How do I tell if my cat is deaf?

How do I tell if my cat is deaf

One of the unfortunate facts of life is that there are cats out there who are deaf – either on one ear or both.  They’re either born deaf, or have developed deafness because they’re getting old or have gotten sick. Is your cat suffering from a hearing disability?  Read on to know what signs to look out for.

Is my cat deaf?

A normal healthy cat is able to hear better than any human.   If your think dogs have the leg up when it comes to hearing, you’re wrong.  Cats can actually detect higher frequencies than dogs.  This is one of the things that make cats such talented hunters. 

However, not all cats can enjoy this amazing ability.  If you are suspecting that your cat may be deaf, here are the things too look out for:

  1. Do they notice you when you enter the house or room they are in?  Note, it’s a different story if your cat is just ignoring you.  Hearing cats will twitch their ears a bit at the sudden sound of you coming in.
  2. Are they very heavy sleepers?  Cats love sleeping.  Sometimes, they won’t even budge even if you handle them when they’re sleeping – however, hearing cats will be woken up by a sudden loud noise like a door being slammed shut.
  3. Are they incredibly loud?  Deaf cats don’t know how loud they’re being.  When they’re looking for you around the house, they may meow very loudly.

Why is my cat deaf?

There are several possible reasons as to why your cat is losing their sense of hearing.  One of the most common way for cats to lose their hearing is through old age.  This is because as they age, their inner ear becomes less sensitive to vibration.

Some breeds of cats are also more prone to being born deaf.  White cats with blue eyes (not talking about albino cats here), have a high risk of being deaf, especially if they are part of the Persian, Scottish Fold, Maine Coon, Cornish Rex, Devon Rex, Oriental Shorthair, Turkish Agora, Ragdoll, or Manx breeds.

Illnesses could also be a cause as to why your cat is becoming deaf – this is a great reason to visit your vet regularly to make sure that your cat’s hearing is as healthy as it could be.

How should I take care of my deaf cat?

One great thing about cats is how well they can adapt.  In due time, deaf cats will learn how to live without hearing and will be able to lead a happy life.  They’ll use their other senses like their sense of smell to make sense of their environment.

However, deaf cats will require some special treatment.  Here are things you should do to care for your hearing-impaired cat:

  1. Keep them safe indoors.  The world outside can be very dangerous to a deaf cat.  There are vehicles and dogs that your little kitty might not notice.
  2. Use their other senses.  Communicate with your cat using visual cues – for example a hand gesture you do to signal feeding time.  Another way is through their sense of touch.  Your cat can feel vibrations – you can devise games that make use of their tactile senses.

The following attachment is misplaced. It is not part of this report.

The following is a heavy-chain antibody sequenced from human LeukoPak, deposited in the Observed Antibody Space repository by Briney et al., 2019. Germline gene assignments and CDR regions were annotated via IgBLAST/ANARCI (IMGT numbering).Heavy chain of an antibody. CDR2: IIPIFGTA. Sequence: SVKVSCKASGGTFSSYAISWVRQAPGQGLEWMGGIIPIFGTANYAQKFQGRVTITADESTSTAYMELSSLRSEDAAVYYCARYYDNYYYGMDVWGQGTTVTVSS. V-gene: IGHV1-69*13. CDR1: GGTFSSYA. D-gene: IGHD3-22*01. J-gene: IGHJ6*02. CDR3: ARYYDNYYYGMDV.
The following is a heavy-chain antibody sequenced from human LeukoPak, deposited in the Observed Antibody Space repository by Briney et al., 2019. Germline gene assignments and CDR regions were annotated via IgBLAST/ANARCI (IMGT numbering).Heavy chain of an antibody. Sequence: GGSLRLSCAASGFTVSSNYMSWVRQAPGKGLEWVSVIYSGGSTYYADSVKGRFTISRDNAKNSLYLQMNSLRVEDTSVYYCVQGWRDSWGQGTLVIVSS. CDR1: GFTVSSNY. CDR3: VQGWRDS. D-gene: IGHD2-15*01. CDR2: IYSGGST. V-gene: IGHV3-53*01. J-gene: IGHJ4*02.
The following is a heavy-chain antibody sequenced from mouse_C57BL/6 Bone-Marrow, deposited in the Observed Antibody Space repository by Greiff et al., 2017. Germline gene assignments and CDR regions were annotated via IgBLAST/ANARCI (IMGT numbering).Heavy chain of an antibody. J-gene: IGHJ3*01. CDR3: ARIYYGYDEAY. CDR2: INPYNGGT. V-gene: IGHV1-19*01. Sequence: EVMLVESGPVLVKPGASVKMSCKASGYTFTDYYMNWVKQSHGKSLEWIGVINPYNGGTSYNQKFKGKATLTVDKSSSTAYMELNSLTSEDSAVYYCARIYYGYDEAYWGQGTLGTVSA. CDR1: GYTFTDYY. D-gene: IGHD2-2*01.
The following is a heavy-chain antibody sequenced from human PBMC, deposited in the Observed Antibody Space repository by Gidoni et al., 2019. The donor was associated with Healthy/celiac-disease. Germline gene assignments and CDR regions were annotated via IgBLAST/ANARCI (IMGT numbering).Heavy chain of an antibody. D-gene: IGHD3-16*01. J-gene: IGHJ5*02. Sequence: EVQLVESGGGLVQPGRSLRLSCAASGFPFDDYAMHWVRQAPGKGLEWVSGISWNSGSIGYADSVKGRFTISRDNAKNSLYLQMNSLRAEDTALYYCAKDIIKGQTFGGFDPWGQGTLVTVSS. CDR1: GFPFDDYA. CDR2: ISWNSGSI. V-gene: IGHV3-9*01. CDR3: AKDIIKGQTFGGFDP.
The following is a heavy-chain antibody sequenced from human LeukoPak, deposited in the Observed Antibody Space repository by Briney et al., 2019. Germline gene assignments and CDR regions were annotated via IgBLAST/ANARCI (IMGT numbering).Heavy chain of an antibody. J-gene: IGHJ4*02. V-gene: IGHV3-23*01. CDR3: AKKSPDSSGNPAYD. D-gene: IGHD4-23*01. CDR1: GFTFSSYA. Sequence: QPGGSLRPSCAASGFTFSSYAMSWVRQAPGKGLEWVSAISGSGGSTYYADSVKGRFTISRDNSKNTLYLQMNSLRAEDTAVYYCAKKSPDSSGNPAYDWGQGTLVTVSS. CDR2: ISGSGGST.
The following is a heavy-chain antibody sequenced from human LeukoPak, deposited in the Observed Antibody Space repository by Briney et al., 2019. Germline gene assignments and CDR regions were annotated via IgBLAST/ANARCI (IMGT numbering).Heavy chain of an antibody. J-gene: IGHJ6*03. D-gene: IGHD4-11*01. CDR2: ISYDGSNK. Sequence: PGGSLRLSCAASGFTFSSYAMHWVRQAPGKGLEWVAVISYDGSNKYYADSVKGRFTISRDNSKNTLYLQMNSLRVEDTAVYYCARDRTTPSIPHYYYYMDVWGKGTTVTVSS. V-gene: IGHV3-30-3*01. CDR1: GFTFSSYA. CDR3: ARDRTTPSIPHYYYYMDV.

3. Be gentle with them.  Deaf cats can be easily startled.  Approach them gently and from an angle where they can see you coming as to not scare them.


Common questions about deaf cats

How do I train my deaf cat?

Deaf cats are as trainable as hearing cats – only the approach might be a bit different.  Instead of auditory cues, you can use visual cues to train your cat – like hand signals.  There is no set hand signal to use for deaf cats, but a lot of people use sign language.

With a bit of patience, persistence, creativity and lots of tasty treats, you can get your cat trained.

Do deaf cats move their ears?

All cats have the ability to move their ears.  They have this ability to complement their already superb hearing abilities.  However, even deaf cats still have this capability.  Deaf cats would move their ears about when playing as if they’re using their ears.  It could be a natural reflex thing.

What toys are beneficial to my deaf cat?

Deaf cats are just as playful as any other cat.  Here’s a list of toys for your kitty to stay happy:

  1. A stuffed toy.  This is especially great if your cat doesn’t have other animal companions to play fight with.
  2. Scratching posts.  Since it is highly advised to keep your deaf cat inside the house at all times, it’s best to provide them with lots of scratching posts/areas so they can get some steam out while also sharpening their claws.
  3. Visual toys like a laser pointer.  Deaf cats won’t really benefit from a toy with lots of bells since they can’t hear the chimes.  Remember to play with your cat a lot.


If you notice that your cat is not as responsive to sound as they ought to be, it could be assumed that they’re deaf.  While this is a sad thought, don’t worry if your cat turns out is going deaf.  They’ll adapt soon enough and will be able to lead a happy life with your help.

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